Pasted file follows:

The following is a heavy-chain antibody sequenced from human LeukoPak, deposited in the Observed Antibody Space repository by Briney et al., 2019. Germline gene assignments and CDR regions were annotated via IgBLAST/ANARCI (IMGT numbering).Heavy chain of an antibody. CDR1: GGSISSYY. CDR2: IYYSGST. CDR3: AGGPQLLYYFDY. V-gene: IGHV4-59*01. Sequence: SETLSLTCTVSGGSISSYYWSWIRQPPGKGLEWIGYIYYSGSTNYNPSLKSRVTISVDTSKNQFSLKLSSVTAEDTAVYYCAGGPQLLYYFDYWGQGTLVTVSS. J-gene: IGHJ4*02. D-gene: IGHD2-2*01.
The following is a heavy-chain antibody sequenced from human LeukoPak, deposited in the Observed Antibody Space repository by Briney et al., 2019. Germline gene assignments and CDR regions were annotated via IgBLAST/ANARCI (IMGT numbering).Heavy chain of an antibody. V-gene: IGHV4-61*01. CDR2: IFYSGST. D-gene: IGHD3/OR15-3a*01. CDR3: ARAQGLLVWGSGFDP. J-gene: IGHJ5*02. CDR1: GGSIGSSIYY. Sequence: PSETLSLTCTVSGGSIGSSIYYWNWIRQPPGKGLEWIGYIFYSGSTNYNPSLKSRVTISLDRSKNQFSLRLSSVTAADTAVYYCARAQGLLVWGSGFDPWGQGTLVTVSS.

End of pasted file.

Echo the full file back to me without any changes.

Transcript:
The following is a heavy-chain antibody sequenced from human LeukoPak, deposited in the Observed Antibody Space repository by Briney et al., 2019. Germline gene assignments and CDR regions were annotated via IgBLAST/ANARCI (IMGT numbering).Heavy chain of an antibody. CDR1: GGSISSYY. CDR2: IYYSGST. CDR3: AGGPQLLYYFDY. V-gene: IGHV4-59*01. Sequence: SETLSLTCTVSGGSISSYYWSWIRQPPGKGLEWIGYIYYSGSTNYNPSLKSRVTISVDTSKNQFSLKLSSVTAEDTAVYYCAGGPQLLYYFDYWGQGTLVTVSS. J-gene: IGHJ4*02. D-gene: IGHD2-2*01.
The following is a heavy-chain antibody sequenced from human LeukoPak, deposited in the Observed Antibody Space repository by Briney et al., 2019. Germline gene assignments and CDR regions were annotated via IgBLAST/ANARCI (IMGT numbering).Heavy chain of an antibody. V-gene: IGHV4-61*01. CDR2: IFYSGST. D-gene: IGHD3/OR15-3a*01. CDR3: ARAQGLLVWGSGFDP. J-gene: IGHJ5*02. CDR1: GGSIGSSIYY. Sequence: PSETLSLTCTVSGGSIGSSIYYWNWIRQPPGKGLEWIGYIFYSGSTNYNPSLKSRVTISLDRSKNQFSLRLSSVTAADTAVYYCARAQGLLVWGSGFDPWGQGTLVTVSS.